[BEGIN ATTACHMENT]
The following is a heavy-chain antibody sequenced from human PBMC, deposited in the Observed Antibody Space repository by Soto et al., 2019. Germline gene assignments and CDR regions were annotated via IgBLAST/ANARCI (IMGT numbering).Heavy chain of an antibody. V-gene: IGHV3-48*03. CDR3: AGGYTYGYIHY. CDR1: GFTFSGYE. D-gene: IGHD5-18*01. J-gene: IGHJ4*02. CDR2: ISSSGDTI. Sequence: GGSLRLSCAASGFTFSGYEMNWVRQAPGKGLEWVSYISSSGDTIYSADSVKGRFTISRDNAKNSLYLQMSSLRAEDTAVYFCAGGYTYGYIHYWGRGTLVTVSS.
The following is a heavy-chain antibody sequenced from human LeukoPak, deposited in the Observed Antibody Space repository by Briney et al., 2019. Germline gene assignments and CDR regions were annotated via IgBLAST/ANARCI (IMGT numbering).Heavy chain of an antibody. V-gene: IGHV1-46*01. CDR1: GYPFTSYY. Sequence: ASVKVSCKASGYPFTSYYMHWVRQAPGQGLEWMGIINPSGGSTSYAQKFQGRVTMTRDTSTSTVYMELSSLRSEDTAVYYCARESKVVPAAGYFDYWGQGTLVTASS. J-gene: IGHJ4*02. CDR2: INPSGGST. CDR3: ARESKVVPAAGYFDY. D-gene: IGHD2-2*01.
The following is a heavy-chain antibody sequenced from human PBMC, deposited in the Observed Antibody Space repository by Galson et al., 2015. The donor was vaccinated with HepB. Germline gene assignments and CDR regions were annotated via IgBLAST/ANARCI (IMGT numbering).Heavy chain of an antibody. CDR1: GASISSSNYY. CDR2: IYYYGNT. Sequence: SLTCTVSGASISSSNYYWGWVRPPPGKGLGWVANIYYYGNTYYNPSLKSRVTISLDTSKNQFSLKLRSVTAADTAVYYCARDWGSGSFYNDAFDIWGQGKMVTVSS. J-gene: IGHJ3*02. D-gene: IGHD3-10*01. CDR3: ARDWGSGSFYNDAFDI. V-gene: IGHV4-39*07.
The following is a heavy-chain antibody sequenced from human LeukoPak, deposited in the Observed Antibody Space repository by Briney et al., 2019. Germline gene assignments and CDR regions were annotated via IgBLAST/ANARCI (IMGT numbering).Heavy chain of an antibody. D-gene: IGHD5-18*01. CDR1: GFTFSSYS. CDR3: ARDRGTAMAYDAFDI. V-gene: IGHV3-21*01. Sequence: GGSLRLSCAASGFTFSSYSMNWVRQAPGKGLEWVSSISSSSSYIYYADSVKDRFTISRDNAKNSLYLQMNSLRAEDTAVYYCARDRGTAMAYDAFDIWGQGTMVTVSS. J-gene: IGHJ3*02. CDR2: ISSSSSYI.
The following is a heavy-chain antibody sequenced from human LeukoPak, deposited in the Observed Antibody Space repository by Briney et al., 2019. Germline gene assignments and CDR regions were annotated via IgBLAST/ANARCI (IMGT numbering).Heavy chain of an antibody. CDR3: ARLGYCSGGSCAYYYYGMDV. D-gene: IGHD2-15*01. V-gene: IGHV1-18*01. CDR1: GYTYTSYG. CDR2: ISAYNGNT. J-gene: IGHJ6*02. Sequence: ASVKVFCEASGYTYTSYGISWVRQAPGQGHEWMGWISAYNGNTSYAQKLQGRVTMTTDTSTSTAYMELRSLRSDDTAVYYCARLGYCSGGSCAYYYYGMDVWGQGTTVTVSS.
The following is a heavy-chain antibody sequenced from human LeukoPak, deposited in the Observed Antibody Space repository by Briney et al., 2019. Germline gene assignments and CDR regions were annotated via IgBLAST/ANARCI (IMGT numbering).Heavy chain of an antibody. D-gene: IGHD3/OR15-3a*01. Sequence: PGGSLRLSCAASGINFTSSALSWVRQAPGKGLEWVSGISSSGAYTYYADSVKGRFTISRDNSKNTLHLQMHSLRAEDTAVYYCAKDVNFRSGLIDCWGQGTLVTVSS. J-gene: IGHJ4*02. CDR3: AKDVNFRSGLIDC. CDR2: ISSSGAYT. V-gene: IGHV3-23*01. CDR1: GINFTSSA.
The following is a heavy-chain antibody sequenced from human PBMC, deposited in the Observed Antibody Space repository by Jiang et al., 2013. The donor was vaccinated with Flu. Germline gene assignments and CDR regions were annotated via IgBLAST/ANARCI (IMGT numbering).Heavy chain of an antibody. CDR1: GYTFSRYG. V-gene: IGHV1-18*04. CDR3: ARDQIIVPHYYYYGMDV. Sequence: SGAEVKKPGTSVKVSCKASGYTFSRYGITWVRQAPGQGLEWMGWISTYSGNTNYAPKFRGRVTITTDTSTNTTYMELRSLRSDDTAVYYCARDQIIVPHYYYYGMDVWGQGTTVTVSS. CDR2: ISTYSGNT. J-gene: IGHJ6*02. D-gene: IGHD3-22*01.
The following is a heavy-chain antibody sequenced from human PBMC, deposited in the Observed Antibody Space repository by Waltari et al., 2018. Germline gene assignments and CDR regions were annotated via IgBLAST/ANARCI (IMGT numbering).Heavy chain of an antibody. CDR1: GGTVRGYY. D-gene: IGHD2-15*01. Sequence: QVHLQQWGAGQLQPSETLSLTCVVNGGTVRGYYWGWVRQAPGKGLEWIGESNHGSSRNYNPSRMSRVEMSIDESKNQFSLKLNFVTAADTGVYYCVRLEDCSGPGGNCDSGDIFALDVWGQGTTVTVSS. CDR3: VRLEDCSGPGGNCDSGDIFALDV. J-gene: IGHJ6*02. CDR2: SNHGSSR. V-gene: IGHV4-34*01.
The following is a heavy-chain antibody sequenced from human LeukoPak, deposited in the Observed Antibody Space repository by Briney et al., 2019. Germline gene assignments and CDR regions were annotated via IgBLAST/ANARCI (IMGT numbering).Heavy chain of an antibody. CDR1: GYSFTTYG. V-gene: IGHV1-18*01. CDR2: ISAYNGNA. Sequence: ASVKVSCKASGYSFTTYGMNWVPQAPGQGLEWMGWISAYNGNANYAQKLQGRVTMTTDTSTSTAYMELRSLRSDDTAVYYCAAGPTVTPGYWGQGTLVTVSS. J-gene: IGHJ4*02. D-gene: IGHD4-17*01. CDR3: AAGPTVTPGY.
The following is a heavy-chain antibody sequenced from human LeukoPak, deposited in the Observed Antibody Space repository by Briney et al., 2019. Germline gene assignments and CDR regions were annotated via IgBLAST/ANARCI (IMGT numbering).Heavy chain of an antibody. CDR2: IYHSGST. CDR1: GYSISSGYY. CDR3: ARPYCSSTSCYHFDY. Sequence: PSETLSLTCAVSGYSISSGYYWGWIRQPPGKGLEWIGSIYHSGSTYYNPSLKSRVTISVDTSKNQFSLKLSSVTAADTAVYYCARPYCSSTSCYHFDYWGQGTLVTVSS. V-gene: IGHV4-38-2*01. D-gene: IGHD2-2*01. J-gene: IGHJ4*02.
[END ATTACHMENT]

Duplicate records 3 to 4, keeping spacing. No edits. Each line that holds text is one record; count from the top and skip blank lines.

The following is a heavy-chain antibody sequenced from human PBMC, deposited in the Observed Antibody Space repository by Galson et al., 2015. The donor was vaccinated with HepB. Germline gene assignments and CDR regions were annotated via IgBLAST/ANARCI (IMGT numbering).Heavy chain of an antibody. CDR1: GASISSSNYY. CDR2: IYYYGNT. Sequence: SLTCTVSGASISSSNYYWGWVRPPPGKGLGWVANIYYYGNTYYNPSLKSRVTISLDTSKNQFSLKLRSVTAADTAVYYCARDWGSGSFYNDAFDIWGQGKMVTVSS. J-gene: IGHJ3*02. D-gene: IGHD3-10*01. CDR3: ARDWGSGSFYNDAFDI. V-gene: IGHV4-39*07.
The following is a heavy-chain antibody sequenced from human LeukoPak, deposited in the Observed Antibody Space repository by Briney et al., 2019. Germline gene assignments and CDR regions were annotated via IgBLAST/ANARCI (IMGT numbering).Heavy chain of an antibody. D-gene: IGHD5-18*01. CDR1: GFTFSSYS. CDR3: ARDRGTAMAYDAFDI. V-gene: IGHV3-21*01. Sequence: GGSLRLSCAASGFTFSSYSMNWVRQAPGKGLEWVSSISSSSSYIYYADSVKDRFTISRDNAKNSLYLQMNSLRAEDTAVYYCARDRGTAMAYDAFDIWGQGTMVTVSS. J-gene: IGHJ3*02. CDR2: ISSSSSYI.